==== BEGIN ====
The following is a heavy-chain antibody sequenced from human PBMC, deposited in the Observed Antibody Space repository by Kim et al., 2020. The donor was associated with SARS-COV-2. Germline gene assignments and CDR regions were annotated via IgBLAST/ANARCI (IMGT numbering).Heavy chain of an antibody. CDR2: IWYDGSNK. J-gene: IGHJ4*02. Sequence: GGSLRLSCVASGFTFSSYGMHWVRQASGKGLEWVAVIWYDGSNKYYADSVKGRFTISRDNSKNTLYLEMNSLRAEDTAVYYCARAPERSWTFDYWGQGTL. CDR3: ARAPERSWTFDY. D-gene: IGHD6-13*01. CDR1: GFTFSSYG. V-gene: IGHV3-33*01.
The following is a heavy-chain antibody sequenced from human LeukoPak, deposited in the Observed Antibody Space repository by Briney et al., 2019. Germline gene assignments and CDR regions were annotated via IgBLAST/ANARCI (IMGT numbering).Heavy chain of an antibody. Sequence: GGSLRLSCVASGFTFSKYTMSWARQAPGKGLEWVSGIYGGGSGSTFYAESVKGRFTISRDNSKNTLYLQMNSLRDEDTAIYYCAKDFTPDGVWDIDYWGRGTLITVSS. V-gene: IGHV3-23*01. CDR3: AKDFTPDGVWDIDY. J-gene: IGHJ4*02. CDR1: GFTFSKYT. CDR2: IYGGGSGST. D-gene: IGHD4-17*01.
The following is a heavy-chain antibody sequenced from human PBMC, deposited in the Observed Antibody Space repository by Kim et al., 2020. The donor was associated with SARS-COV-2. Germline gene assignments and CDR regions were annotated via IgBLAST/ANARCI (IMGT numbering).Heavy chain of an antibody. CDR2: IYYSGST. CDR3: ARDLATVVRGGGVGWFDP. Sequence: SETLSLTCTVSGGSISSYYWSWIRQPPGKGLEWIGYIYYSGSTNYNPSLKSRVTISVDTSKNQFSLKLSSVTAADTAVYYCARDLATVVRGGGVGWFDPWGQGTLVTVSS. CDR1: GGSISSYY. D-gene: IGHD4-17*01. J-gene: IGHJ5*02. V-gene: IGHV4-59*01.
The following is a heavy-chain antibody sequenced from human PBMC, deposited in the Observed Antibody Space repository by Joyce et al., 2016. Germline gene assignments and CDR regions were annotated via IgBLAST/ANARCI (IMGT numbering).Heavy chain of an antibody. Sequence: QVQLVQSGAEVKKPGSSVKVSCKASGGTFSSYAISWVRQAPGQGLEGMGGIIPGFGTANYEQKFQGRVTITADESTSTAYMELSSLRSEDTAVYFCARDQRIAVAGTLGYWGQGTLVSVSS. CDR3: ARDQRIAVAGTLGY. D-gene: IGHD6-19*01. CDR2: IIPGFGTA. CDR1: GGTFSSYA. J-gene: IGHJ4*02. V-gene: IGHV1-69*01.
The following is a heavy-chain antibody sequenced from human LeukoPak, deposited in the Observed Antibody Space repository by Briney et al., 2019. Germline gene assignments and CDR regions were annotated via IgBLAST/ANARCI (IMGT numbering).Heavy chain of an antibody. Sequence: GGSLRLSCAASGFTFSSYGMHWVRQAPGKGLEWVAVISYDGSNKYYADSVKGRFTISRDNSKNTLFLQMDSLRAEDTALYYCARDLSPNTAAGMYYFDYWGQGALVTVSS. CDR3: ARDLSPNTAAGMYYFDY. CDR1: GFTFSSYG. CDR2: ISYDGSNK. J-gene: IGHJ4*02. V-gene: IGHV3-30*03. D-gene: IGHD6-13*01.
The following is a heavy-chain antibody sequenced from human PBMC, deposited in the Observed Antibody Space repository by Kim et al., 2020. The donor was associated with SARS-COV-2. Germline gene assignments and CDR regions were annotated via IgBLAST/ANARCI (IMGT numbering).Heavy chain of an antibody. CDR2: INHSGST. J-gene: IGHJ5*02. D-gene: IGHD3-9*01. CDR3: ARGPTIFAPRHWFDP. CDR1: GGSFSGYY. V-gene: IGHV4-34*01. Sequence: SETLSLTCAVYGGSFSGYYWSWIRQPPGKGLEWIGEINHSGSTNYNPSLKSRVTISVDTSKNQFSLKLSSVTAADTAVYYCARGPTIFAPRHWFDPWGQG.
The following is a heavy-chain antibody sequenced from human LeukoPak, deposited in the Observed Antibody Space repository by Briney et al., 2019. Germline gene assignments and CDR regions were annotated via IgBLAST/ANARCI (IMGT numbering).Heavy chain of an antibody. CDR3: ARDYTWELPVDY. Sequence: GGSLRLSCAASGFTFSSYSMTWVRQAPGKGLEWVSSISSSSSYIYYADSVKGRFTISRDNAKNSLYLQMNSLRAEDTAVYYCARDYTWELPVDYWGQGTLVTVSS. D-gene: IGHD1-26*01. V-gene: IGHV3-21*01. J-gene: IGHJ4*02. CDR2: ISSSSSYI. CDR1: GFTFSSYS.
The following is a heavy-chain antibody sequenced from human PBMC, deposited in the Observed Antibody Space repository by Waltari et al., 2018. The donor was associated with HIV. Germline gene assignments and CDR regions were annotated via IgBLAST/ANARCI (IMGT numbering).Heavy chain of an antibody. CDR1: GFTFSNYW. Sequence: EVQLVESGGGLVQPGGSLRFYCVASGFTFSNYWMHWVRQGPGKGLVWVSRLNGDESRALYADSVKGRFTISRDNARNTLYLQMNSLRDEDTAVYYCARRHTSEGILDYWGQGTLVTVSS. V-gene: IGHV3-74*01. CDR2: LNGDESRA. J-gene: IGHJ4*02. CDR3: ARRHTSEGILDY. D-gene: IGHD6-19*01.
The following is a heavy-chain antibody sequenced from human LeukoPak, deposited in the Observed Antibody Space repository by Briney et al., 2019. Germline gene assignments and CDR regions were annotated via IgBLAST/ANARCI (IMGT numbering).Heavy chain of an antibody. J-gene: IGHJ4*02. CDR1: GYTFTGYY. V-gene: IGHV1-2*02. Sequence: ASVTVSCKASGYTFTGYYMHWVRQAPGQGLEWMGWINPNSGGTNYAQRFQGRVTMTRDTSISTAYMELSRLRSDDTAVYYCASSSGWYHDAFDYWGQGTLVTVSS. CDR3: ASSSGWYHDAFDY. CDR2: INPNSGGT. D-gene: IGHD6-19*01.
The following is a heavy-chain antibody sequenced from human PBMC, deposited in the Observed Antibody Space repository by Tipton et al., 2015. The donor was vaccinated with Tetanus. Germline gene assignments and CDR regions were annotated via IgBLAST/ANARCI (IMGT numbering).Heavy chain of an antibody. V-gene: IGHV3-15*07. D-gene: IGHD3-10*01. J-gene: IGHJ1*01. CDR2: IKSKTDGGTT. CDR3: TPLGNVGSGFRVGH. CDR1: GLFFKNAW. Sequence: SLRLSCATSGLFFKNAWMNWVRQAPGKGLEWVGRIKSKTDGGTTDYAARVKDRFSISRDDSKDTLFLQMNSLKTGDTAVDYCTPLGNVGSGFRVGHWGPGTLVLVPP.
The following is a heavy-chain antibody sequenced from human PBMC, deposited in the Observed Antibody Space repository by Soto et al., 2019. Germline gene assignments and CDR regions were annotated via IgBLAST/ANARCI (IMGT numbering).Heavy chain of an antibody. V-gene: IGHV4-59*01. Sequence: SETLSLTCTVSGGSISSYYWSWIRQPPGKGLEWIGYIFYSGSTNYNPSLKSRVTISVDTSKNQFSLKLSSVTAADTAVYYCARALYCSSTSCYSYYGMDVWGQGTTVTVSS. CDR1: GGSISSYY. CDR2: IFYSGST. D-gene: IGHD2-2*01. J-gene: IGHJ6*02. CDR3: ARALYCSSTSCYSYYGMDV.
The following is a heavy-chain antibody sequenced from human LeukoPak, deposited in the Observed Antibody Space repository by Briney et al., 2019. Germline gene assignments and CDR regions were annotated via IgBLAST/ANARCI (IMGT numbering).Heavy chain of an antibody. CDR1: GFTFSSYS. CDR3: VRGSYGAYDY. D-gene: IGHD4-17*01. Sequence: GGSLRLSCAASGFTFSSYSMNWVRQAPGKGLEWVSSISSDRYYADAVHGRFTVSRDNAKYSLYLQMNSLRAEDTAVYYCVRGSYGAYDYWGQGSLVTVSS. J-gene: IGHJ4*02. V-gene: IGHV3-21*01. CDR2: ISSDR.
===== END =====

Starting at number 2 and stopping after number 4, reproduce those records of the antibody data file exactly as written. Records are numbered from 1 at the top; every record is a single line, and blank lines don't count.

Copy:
The following is a heavy-chain antibody sequenced from human LeukoPak, deposited in the Observed Antibody Space repository by Briney et al., 2019. Germline gene assignments and CDR regions were annotated via IgBLAST/ANARCI (IMGT numbering).Heavy chain of an antibody. Sequence: GGSLRLSCVASGFTFSKYTMSWARQAPGKGLEWVSGIYGGGSGSTFYAESVKGRFTISRDNSKNTLYLQMNSLRDEDTAIYYCAKDFTPDGVWDIDYWGRGTLITVSS. V-gene: IGHV3-23*01. CDR3: AKDFTPDGVWDIDY. J-gene: IGHJ4*02. CDR1: GFTFSKYT. CDR2: IYGGGSGST. D-gene: IGHD4-17*01.
The following is a heavy-chain antibody sequenced from human PBMC, deposited in the Observed Antibody Space repository by Kim et al., 2020. The donor was associated with SARS-COV-2. Germline gene assignments and CDR regions were annotated via IgBLAST/ANARCI (IMGT numbering).Heavy chain of an antibody. CDR2: IYYSGST. CDR3: ARDLATVVRGGGVGWFDP. Sequence: SETLSLTCTVSGGSISSYYWSWIRQPPGKGLEWIGYIYYSGSTNYNPSLKSRVTISVDTSKNQFSLKLSSVTAADTAVYYCARDLATVVRGGGVGWFDPWGQGTLVTVSS. CDR1: GGSISSYY. D-gene: IGHD4-17*01. J-gene: IGHJ5*02. V-gene: IGHV4-59*01.
The following is a heavy-chain antibody sequenced from human PBMC, deposited in the Observed Antibody Space repository by Joyce et al., 2016. Germline gene assignments and CDR regions were annotated via IgBLAST/ANARCI (IMGT numbering).Heavy chain of an antibody. Sequence: QVQLVQSGAEVKKPGSSVKVSCKASGGTFSSYAISWVRQAPGQGLEGMGGIIPGFGTANYEQKFQGRVTITADESTSTAYMELSSLRSEDTAVYFCARDQRIAVAGTLGYWGQGTLVSVSS. CDR3: ARDQRIAVAGTLGY. D-gene: IGHD6-19*01. CDR2: IIPGFGTA. CDR1: GGTFSSYA. J-gene: IGHJ4*02. V-gene: IGHV1-69*01.